$25K Reward Offered in Sylmar Arsons

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    NEWSLETTERS

    Authorities are investigating a series of 16 fires in five months in Sylmar. On Wednesday, fire and city officials issued a plea to the public to help them find the attacker or attackers. Whit Johnson reports from Sylmar for the NBC4 News at 6 p.m. on April 3, 2013.

    A $25,000 reward was posted Wednesday for information leading to the arrest and conviction of an arsonist who has been terrorizing Sylmar for more than four months by lighting tall cypress trees ablaze, feet away from homes.

    Flames erupted in 13-year-old Alex Corona’s front yard on March 17, the latest attack in the city.

    “I was pretty scared,” Corona said. “I was scared for my family and all my friends.”

    Fire Officials: String of Fires in Sylmar, Work of an Arsonist

    [LA] Fire Officials: String of Fires in Sylmar, Work of an Arsonist
    Investigators from the Los Angeles Fire Department are seeking the public's help in identifying the person or people responsible for igniting Cypress trees at more than a dozen locations in Sylmar. LAFD investigator David Liske believes it is the work of an arsonist: "It might be kids. It could be an adult." Whit Johnson reports from Sylmar for the NBC4 News at 5 p.m. on Feb. 22, 2013.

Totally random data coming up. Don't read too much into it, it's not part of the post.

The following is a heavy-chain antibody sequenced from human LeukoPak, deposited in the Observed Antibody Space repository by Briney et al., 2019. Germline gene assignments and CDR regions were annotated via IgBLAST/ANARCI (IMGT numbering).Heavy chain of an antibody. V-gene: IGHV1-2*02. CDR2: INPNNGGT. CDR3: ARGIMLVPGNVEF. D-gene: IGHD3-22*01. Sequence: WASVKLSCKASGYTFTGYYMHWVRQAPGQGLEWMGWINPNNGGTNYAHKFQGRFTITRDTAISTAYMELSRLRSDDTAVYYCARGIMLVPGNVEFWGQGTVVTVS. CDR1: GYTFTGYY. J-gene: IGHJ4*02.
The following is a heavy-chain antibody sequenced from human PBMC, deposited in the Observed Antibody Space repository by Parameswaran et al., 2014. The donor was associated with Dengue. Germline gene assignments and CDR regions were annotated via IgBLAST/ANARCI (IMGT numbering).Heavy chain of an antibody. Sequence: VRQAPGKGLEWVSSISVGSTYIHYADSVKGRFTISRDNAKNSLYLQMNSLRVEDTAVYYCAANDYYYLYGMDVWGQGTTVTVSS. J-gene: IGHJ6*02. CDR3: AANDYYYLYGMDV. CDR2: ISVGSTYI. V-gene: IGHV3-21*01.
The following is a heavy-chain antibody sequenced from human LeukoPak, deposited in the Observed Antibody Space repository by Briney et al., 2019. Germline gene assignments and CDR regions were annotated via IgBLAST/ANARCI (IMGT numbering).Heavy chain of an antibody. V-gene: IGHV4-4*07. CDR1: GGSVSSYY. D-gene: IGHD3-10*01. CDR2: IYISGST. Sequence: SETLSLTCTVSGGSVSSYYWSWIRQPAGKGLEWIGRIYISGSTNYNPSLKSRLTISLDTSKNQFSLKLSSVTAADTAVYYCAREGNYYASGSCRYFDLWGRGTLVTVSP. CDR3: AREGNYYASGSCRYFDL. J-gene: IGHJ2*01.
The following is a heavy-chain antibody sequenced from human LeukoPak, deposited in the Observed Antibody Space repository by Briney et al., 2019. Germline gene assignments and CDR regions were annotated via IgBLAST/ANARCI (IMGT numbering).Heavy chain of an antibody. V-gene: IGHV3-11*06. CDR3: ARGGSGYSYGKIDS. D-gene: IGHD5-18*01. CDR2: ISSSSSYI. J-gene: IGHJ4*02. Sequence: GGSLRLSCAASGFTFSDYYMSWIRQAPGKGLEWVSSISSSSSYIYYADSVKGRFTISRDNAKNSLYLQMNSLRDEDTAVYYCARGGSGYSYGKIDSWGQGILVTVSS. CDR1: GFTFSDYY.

Corona said he and his family rushed out of their home and extinguished the flames with a hose.

    About a block away from Corona’s home on Feb. 15, Dolores Cabral, her daughter and granddaughter were awakened by a neighbor yelling, “Fire!”

    Ten evergreen cypress trees were destroyed and the electrical wiring above them was melted. Cabral captured the fire on her cellphone camera (pictured below).

    "I’ve never been through something like this so horrible in my whole life," Cabral said.

    Between November 2012 and March, there have been 16 similar fires in the Sylmar area – damaging vegetation, fences and two cars.

    LAFD and Los Angeles City Councilmembers on Wednesday issued a plea to the public to help them nab those responsible.

    "If you see something, please say something to help us out,” LAFD Chief Deputy David Yamahata said.

    One victim said an arrest in the case cannot come soon enough.

    "They’re kind of fed up," Fidel Sanchez said. "Because again, we're sleeping in the middle of the night and you get hit and you won't know until you smell the smoke or see the fire."

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